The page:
Bio-patch monitors body's electrical signals
23 April 2013
The Bio-patch sensor developed by researchers at Stockholm's KTH Royal Institute of Technology measures bioelectrical signals through the skin, gathering data on brain, heart or muscle, depending on where it is placed.
With a wireless connection, the patient can analyse the readings in their smartphone, or send the data via the internet to a healthcare professional for diagnosis.
Geng Yang, a researcher at JRC iPack centre at KTH, says, “On the chest it provides electrocardiography (ECG), on the skull it measures brainwaves (EEC), and on the forearm it can measure muscle response to stimulation from the nervous system (EMG),” he says. It also has a built-in sensor that constantly monitors body temperature.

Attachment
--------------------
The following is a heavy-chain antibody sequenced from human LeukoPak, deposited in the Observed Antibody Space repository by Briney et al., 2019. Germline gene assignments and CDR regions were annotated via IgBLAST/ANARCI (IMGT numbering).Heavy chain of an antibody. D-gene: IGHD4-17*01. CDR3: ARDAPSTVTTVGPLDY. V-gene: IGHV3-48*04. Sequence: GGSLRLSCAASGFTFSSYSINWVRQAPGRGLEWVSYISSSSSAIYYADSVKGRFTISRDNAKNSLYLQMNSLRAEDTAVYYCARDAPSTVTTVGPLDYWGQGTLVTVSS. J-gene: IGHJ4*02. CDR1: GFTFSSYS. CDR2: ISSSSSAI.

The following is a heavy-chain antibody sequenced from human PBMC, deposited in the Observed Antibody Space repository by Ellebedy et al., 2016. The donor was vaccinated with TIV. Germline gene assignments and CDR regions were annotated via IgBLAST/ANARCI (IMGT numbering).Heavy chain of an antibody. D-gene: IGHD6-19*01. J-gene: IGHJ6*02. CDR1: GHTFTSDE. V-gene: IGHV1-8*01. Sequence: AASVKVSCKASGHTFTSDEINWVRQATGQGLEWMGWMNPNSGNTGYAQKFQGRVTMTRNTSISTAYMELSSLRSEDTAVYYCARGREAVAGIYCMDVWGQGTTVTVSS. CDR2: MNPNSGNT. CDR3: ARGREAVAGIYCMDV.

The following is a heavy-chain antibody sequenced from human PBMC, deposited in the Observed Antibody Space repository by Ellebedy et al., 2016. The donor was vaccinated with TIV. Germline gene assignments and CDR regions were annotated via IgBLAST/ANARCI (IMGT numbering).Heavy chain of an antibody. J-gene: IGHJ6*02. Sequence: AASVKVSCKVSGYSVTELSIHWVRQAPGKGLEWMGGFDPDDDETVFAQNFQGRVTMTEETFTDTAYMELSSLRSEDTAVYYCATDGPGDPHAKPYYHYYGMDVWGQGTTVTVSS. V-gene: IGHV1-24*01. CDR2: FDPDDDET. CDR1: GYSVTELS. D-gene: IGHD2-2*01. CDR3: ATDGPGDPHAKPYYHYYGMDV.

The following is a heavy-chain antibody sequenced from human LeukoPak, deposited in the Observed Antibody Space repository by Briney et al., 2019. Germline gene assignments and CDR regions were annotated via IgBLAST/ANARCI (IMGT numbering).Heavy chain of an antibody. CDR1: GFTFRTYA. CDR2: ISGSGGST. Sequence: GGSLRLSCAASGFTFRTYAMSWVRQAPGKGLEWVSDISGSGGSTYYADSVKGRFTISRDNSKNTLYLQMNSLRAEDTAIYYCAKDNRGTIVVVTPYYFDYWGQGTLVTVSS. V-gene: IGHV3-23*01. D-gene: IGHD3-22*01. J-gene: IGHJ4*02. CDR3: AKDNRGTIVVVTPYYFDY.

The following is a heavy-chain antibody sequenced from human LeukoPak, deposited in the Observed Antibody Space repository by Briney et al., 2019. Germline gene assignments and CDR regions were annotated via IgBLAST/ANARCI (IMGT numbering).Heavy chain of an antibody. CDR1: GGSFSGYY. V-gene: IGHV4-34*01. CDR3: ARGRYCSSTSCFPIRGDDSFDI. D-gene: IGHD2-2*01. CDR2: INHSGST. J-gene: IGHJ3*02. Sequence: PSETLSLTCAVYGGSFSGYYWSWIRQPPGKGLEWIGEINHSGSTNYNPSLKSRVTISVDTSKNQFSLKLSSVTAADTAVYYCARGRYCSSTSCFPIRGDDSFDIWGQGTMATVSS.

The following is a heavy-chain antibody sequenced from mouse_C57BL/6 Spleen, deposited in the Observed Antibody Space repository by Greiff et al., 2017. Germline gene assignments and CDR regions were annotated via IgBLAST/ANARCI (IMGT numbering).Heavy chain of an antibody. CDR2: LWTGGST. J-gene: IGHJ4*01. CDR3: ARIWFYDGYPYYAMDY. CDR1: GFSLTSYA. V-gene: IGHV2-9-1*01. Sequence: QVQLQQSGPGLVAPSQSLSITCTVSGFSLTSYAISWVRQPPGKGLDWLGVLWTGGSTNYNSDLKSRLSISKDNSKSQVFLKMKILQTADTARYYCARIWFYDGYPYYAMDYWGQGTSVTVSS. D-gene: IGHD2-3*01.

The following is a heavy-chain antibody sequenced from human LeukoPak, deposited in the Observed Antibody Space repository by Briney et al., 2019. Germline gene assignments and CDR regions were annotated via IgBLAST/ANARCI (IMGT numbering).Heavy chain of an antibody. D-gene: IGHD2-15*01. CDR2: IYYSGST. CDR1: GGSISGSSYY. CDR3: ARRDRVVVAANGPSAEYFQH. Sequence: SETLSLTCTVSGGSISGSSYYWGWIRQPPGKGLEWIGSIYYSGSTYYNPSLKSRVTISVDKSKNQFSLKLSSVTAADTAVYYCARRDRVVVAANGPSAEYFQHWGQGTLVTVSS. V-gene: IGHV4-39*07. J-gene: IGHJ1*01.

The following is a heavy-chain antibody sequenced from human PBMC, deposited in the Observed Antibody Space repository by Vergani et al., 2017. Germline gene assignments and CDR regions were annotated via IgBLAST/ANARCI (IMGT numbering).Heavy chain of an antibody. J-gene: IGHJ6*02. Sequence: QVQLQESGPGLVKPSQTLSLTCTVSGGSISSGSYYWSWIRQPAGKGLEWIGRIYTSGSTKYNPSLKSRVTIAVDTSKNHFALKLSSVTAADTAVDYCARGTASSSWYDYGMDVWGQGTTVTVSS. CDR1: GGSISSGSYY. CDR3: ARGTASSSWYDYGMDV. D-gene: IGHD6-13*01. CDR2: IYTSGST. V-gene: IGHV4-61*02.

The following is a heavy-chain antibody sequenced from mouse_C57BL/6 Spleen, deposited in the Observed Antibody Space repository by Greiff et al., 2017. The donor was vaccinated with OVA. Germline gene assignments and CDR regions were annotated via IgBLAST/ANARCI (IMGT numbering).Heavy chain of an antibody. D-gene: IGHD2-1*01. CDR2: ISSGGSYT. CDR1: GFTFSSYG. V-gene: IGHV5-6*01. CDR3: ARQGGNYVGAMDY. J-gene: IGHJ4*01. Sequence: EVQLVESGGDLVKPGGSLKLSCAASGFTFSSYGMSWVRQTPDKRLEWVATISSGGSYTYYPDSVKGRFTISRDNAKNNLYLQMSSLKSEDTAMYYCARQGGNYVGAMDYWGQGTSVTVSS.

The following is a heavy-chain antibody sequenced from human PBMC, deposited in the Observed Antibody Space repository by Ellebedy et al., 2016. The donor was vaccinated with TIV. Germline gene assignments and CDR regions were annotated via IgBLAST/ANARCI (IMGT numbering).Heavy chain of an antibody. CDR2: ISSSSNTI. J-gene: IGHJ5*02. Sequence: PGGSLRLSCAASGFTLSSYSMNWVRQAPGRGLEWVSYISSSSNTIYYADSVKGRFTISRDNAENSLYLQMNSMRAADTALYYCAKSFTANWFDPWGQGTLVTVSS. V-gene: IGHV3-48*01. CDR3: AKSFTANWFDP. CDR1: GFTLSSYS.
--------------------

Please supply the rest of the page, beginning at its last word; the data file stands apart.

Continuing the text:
The thinking behind Bio-patch is that health care can be moved out of the hospitals and into the home, Yang says, “Bio-patch is a step towards what is known as self-care, which is valuable especially for patients discharged after an operation, or for the elderly living unassisted,” he says.
The Bio-patch can also aid detection of brain disease, by generating EMG data that helps physicians distinguish muscle changes from neurological problems. A paper thin battery energy source in the Bio-patch helps make the patch comfortable and as small as possible.
“Patient comfort will be an important success factor for the next generation of medical technology,” Yang says. “All electronic components are mounted on a flexible foil, which makes it easy to attach to the skin and to wear comfortably. Bio-patch is easy to attach to the skin and can be discarded after use.
Bio-patch has resulted in several publications in prestigious scientific journals and successful development of a prototype. Yang says several companies have already shown interest in the product.